In 2022, King County Local Services met challenges and adapted to change to deliver local government services to the unincorporated areas.
As the region and country continued to emerge from the COVID-19 pandemic, Local Services found itself back in the areas it serves. We worked with our communities and took other steps to make sure we could get back to business as usual, at least as much as we could. We were even honored for these efforts throughout the year, including winning national awards.
As our department and the communities we serve in unincorporated King County get ready to start a new year, let’s take a moment to celebrate some of the things we accomplished together in 2022.
The King County Conservation Corps teamed with community members to clean trash and litter in Fall City near the Snoqualmie River this week.
Several community members requested a cleanup of the area under S.R. 202, and Local Services dispatched a Conservation Corps crew. Over two days, crew members removed 2,800 pounds of trash, debris, wood, broken glass, appliances and other items that were illegally dumped (check out pictures that show just some of the litter that was collected, as well as the now-cleaned area under the bridge).
Lilie Corroon may be a relative newcomer to Vashon Island, but she’s an expert in connecting people to the services they need.
That’s why she is passionate about her new position as Coordinator of the Vashon-Maury Island Community Van program!
The Vashon Community Van gives residents a way to reach any part of the island without taking their cars. The reservation-based rideshare program – which has been available on the island for five years – was developed to provide alternative travel options and help fill transportation gaps.
Attention business owners in unincorporated King County: Did your business seek and receive business grants, technical assistance, or other support in the past two years? How would you rate the condition of your business?
Local Services’ Unincorporated King County Business Survey is now open and can be completed online. We’ll use your responses to develop services and programs to support businesses in unincorporated King County. By taking this 10-minute survey, you’ll give us information that helps us support businesses in your community.
In another sign that our region is emerging from the pandemic, King County Local Services is excited to announce the return of our regular community office hours in the unincorporated areas!
This popular program provides local, in-person help by one or more of our staff members who can connect you with county services and information – all of which are regularly scheduled in your communities. Local Services is partnering with local libraries, a local senior center, and a homeowner’s association to increase access to government services in the unincorporated areas.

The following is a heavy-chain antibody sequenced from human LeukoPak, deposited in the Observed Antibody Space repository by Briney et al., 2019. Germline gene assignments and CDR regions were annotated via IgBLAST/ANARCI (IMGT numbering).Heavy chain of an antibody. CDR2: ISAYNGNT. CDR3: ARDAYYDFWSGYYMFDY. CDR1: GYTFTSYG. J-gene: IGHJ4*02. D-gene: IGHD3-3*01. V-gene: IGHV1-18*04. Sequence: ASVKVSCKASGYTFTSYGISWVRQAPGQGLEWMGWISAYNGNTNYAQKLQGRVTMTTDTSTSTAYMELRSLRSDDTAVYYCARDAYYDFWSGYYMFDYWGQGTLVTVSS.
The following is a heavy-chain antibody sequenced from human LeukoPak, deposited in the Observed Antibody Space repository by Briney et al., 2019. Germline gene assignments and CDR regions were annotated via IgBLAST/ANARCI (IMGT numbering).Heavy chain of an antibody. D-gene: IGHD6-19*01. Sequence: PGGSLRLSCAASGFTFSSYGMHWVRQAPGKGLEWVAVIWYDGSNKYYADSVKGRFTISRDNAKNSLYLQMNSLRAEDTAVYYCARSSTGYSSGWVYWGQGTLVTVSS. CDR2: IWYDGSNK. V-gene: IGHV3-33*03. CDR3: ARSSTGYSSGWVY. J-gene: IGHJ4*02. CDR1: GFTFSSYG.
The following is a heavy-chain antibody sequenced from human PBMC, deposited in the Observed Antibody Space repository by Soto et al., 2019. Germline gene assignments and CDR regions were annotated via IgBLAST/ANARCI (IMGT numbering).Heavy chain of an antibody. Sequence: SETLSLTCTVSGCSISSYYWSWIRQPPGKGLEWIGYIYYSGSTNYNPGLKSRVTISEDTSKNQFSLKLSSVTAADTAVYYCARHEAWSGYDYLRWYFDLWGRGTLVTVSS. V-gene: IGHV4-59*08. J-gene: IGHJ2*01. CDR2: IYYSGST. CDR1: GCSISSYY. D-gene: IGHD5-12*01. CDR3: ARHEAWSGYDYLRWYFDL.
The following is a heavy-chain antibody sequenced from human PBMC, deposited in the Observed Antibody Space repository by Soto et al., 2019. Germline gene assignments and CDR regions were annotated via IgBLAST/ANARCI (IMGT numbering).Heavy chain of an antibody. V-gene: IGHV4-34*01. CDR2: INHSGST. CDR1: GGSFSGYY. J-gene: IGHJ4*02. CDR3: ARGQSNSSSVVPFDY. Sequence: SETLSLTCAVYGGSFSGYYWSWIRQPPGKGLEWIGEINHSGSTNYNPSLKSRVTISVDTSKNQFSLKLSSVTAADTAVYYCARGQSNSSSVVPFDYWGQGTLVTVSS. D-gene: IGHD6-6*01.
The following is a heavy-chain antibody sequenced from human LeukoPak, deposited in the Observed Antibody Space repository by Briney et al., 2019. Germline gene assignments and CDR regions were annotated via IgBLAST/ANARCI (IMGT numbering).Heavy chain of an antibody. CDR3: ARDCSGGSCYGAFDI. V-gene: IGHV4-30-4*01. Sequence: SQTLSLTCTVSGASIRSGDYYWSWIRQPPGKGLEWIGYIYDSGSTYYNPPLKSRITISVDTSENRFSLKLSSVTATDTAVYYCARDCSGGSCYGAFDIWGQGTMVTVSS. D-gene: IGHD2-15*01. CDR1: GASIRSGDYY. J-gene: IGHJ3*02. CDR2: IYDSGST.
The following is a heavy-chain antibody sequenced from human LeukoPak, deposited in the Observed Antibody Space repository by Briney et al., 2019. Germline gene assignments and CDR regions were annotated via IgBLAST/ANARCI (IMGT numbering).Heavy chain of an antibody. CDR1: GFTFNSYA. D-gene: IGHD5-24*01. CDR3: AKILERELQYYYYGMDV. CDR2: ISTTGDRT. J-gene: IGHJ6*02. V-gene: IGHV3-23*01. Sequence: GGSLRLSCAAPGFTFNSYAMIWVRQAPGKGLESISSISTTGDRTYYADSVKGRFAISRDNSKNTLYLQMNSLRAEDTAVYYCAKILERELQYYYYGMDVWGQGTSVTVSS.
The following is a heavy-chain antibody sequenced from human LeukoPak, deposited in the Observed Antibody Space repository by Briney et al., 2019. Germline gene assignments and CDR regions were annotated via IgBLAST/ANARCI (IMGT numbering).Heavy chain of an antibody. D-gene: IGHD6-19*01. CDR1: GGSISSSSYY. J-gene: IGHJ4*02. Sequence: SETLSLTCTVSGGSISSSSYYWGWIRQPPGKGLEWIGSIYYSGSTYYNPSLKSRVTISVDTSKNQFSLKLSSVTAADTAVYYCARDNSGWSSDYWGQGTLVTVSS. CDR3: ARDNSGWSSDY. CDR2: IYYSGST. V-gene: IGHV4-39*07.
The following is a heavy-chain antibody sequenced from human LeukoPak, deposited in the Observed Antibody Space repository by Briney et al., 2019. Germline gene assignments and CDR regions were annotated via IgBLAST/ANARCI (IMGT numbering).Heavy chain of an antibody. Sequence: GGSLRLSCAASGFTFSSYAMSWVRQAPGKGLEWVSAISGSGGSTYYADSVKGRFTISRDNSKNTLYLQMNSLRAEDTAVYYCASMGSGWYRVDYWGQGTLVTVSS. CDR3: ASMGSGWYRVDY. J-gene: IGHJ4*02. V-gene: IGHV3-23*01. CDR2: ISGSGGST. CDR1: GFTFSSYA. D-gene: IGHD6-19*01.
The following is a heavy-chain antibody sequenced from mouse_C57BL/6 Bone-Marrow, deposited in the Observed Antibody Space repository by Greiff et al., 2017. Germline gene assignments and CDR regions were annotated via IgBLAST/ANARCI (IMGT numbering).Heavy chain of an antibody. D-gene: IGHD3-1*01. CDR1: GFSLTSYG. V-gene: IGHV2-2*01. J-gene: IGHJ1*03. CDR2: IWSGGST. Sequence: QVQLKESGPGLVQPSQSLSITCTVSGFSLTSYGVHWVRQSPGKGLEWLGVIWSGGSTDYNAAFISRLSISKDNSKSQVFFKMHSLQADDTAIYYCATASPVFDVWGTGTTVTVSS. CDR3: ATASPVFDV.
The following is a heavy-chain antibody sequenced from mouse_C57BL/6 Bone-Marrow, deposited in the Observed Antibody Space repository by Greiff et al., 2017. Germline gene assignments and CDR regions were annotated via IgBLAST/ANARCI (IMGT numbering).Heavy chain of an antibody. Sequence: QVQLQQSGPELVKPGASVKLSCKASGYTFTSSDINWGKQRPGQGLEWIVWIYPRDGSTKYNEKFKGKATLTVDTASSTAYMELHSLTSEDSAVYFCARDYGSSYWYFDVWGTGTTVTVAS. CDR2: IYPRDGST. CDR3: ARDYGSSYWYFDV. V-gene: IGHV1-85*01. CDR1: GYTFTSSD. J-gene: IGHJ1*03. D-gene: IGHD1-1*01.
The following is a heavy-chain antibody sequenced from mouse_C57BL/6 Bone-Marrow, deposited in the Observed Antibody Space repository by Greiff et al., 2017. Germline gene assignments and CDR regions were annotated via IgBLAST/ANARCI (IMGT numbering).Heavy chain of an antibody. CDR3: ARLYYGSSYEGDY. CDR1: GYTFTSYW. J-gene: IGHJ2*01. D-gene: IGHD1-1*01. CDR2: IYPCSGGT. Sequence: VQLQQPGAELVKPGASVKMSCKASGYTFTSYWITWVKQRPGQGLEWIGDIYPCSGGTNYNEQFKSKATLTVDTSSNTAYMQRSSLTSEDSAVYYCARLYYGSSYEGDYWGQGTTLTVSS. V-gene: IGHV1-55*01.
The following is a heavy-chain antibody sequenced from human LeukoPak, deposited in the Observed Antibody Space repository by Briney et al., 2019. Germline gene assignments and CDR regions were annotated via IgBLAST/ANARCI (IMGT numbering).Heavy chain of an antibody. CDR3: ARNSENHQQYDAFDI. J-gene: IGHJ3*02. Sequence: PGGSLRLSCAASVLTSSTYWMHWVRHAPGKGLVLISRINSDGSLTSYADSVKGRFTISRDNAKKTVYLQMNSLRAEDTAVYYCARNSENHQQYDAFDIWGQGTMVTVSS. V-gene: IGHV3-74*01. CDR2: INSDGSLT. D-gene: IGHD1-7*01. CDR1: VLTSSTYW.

Local Services wants to wish Executive Assistant Evelyn Wood – one of the key people who has helped our department deliver government services to the unincorporated areas since we began operations – a happy retirement.
You could sense it as community members filled the outdoor seating area for the big unveiling during a warm, sun-kissed evening at King County Fire District 20.
You could tell the night was different as organizers high-fived, hugged, and shed tears of joy because their dreams of new facilities will finally become reality. Those dreams include plans for a new food bank, a community track, a park splash pad for hot days and a Khmer Cultural Center.
Did you know that Road Services is going to remove the weight limit restriction on some of our bridges in unincorporated King County? It’s true. Seven bridges (see the list at the bottom of the post) will soon be open to heavier trucks such as large fire engines and hauling vehicles. Work to remove the posted weight limit signs starts this week. It may take up to two weeks to take down all seven signs.
To put it another way, #DontBlowIt: Residents must #CutTheFuse on fireworks in unincorporated areas such as Skyway, White Center, Snoqualmie Valley, Greater Maple Valley, Enumclaw Plateau and Vashon Island.
This is the first year that fireworks have been banned in unincorporated King County. For some, the new rules are a big change to their July 4th traditions. Unincorporated areas won’t see fireworks stands. Residents aren’t allowed to light fireworks in their cul-de-sacs or back yards.